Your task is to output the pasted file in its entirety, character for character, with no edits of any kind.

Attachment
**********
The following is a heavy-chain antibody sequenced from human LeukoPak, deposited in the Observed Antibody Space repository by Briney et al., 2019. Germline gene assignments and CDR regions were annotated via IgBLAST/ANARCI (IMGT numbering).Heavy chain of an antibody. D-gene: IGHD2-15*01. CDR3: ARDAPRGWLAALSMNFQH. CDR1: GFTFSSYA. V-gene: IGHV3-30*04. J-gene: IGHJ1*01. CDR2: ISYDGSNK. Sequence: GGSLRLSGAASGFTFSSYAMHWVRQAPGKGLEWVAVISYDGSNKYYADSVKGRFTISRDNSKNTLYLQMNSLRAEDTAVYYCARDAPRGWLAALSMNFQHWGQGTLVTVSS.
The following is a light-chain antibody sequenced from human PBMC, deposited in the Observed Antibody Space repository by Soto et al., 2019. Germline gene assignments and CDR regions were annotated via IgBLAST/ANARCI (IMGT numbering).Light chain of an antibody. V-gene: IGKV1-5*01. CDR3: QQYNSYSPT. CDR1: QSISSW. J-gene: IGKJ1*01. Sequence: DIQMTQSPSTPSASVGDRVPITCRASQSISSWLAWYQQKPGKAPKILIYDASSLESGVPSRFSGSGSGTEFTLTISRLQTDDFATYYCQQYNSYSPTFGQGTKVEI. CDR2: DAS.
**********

The following is a heavy-chain antibody sequenced from human LeukoPak, deposited in the Observed Antibody Space repository by Briney et al., 2019. Germline gene assignments and CDR regions were annotated via IgBLAST/ANARCI (IMGT numbering).Heavy chain of an antibody. D-gene: IGHD2-15*01. CDR3: ARDAPRGWLAALSMNFQH. CDR1: GFTFSSYA. V-gene: IGHV3-30*04. J-gene: IGHJ1*01. CDR2: ISYDGSNK. Sequence: GGSLRLSGAASGFTFSSYAMHWVRQAPGKGLEWVAVISYDGSNKYYADSVKGRFTISRDNSKNTLYLQMNSLRAEDTAVYYCARDAPRGWLAALSMNFQHWGQGTLVTVSS.
The following is a light-chain antibody sequenced from human PBMC, deposited in the Observed Antibody Space repository by Soto et al., 2019. Germline gene assignments and CDR regions were annotated via IgBLAST/ANARCI (IMGT numbering).Light chain of an antibody. V-gene: IGKV1-5*01. CDR3: QQYNSYSPT. CDR1: QSISSW. J-gene: IGKJ1*01. Sequence: DIQMTQSPSTPSASVGDRVPITCRASQSISSWLAWYQQKPGKAPKILIYDASSLESGVPSRFSGSGSGTEFTLTISRLQTDDFATYYCQQYNSYSPTFGQGTKVEI. CDR2: DAS.